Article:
In response to questions about the safety of antibacterial soaps, the FDA issued a ban on 19 antibacterial chemicals used in consumer products in September 2016. Companies had one year from the day of the ban to remove the banned substances from their products or pull them from the shelves, much to the approval of public health officials.
But what does this mean for you? While health officials and the FDA have long questioned the safety of antibacterial products, millions of Americans use them on a daily basis, believing these products provide better protection against diseases and germs than plain soap and water. Given all the conflicting information available, it can be hard to do something as basic as shop for a hand soap for your bathroom. Here are six myths you might believe about antibacterial products.
Myth #1: Antibacterial soap is necessary.
When faced with a germy mess, it may seem more effective to use antibacterial soap to wash your hands. After all, killing germs sounds much healthier than simply washing them away. However, in 2013, when the FDA started to question the use of antibacterial chemicals, they challenged the industry to demonstrate that antibacterial soaps are more effective at killing or eliminating germs than simply washing with soap and water. The industry failed. Research has shown time and again that washing your hands for 20 seconds or more with regular soap and running water is effective for eliminating germs.
Furthermore, studies have shown that triclosan, the dominant antibacterial ingredient in most soaps, actually takes longer to kill germs than the length of time people generally take to wash their hands. So, it might kill germs, but it usually doesn’t get a chance to do so.
Myth #2: Antibacterial chemicals are safe.
Public health officials have become increasingly concerned about the effects of chemicals used to kill germs in antibacterial products. As consumer use of antibacterial products has skyrocketed, exposure to these chemicals has dramatically increased. However, testing had not yet been done related to the long-term effects of exposure to these chemicals. We now know that triclosan, specifically, has been found in breastmilk, urine, blood, in newborn babies, in the soil and in the water. Absorbed through the skin, triclosan has been found to disrupt hormones and damage the reproductive system in both children and adults.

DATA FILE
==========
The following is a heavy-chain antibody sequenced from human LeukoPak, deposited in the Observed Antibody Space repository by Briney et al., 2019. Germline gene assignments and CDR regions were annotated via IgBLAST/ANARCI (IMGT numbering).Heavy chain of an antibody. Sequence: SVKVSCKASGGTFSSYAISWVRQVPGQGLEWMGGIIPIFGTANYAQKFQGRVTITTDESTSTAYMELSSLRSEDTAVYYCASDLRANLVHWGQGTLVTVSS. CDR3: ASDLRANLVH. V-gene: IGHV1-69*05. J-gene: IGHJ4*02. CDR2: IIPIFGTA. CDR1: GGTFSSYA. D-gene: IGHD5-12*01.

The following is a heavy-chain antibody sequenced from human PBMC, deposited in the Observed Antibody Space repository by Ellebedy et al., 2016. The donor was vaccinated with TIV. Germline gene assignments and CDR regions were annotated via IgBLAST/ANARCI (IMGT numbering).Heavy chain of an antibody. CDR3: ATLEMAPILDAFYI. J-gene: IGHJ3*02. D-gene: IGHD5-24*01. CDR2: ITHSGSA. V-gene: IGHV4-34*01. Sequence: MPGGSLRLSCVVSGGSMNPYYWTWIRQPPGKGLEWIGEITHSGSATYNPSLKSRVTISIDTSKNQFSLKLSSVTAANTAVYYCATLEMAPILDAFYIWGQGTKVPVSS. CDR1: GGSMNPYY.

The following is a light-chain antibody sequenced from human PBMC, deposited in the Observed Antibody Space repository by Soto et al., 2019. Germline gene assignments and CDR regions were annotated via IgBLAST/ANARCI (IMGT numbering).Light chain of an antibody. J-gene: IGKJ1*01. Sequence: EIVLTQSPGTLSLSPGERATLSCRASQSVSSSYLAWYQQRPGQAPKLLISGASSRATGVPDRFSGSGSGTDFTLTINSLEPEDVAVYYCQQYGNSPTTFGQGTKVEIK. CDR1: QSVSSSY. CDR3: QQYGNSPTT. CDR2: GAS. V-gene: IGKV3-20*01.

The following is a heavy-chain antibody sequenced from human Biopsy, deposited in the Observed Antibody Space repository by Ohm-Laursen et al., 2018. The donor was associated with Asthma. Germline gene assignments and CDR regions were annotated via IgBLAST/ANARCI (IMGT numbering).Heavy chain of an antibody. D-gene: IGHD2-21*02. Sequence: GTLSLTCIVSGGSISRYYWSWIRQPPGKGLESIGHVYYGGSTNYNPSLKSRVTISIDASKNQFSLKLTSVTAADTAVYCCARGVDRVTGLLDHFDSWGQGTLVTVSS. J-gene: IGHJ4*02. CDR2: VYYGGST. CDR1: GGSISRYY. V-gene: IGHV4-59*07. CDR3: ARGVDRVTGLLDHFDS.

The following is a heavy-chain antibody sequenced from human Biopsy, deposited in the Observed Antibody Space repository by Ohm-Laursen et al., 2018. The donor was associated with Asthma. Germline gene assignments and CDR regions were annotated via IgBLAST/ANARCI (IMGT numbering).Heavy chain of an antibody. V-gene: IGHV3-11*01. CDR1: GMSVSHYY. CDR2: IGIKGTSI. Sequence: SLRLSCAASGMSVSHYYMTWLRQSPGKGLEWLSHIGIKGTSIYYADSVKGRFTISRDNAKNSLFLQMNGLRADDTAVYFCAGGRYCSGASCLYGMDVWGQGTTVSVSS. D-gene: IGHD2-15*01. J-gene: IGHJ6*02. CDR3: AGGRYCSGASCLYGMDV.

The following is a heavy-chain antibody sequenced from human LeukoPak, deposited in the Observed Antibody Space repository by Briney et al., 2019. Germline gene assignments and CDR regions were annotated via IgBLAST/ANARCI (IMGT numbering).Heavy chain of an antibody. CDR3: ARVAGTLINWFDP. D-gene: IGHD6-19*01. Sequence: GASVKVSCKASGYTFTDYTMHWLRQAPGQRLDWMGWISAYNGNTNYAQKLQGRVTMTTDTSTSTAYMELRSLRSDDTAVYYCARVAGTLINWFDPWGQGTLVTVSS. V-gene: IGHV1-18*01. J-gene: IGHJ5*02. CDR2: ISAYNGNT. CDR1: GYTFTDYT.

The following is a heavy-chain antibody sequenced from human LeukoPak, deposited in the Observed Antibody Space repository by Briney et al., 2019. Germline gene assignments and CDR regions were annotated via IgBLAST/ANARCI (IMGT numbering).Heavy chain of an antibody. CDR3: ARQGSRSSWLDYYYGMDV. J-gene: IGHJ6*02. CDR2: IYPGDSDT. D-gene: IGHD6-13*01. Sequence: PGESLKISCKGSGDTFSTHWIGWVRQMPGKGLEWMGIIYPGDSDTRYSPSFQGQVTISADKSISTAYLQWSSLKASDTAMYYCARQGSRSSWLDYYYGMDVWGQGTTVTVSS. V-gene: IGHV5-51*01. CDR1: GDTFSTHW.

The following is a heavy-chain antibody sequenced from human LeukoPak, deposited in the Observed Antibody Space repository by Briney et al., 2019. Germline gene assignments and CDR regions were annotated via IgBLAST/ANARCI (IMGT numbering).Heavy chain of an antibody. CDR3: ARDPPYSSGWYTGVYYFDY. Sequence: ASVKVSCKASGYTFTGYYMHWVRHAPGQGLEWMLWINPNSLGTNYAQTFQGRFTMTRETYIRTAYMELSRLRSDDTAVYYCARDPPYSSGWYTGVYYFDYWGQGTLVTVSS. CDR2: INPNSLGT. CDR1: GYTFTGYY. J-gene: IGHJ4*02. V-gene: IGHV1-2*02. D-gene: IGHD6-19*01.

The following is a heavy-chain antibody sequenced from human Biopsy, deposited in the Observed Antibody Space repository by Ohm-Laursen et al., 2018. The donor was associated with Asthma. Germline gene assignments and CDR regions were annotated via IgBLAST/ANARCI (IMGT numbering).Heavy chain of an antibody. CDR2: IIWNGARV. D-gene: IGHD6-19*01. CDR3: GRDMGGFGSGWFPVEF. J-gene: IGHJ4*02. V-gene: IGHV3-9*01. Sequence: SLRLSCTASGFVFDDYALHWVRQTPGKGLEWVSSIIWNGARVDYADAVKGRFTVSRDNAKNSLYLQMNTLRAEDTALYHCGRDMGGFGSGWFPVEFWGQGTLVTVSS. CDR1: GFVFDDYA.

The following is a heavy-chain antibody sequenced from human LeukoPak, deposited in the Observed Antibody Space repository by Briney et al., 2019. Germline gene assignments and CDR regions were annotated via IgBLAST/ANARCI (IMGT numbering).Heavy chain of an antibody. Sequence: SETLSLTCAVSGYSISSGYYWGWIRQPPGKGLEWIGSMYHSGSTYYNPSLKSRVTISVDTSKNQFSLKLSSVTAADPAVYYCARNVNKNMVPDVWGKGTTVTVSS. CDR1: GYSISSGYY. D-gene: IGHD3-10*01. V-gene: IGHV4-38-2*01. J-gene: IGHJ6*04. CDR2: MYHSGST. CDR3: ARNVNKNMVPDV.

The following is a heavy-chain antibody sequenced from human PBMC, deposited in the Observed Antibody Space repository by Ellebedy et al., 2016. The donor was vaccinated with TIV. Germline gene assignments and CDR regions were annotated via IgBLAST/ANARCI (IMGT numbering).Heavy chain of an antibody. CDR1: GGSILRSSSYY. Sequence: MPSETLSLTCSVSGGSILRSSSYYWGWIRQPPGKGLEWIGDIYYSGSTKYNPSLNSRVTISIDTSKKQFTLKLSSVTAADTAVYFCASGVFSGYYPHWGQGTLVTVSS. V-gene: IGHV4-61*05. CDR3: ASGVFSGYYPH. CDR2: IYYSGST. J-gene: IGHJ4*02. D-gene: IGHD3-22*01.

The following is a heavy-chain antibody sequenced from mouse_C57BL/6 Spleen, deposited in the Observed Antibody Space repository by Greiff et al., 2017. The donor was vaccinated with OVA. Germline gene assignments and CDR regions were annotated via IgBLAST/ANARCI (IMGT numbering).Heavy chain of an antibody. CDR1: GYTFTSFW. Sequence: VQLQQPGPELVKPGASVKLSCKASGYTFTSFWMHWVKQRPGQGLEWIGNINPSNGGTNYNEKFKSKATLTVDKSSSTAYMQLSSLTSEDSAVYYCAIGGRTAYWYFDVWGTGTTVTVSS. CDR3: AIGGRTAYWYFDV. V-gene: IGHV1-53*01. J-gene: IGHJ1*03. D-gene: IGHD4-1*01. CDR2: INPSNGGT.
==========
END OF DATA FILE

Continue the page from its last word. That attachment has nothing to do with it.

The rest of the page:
Other ill effects such as muscle weakness and damage to the immune system have also been identified. Coupled with widespread use by the public of chemical-laden antibacterial soaps and cleansers, these effects have been magnified significantly. The world – and your body – is made up of chemicals, but not every chemical combination does your body good.
Myth #3: Antibacterial soaps don’t influence antibacterial resistance.
The growth of superbugs – bacteria that are resistance to available antibiotics – has exploded recently. In January 2017, a woman in Nevada died from a bacterial infection that doctors had no ability to control with available antibiotics. These bugs are becoming more and more prevalent, not to mention deadlier. Use of antibacterial products like hand soaps has shown to dramatically increase the rate of mutation by bacteria, contributing to the development of superbugs and highly resistant bacteria in general.
When we wash our hands with antibacterial soap, the chemicals are also released into the water supply, contributing to bacterial mutation at yet another source. These chemicals also harm aquatic life when they leech into the waterways.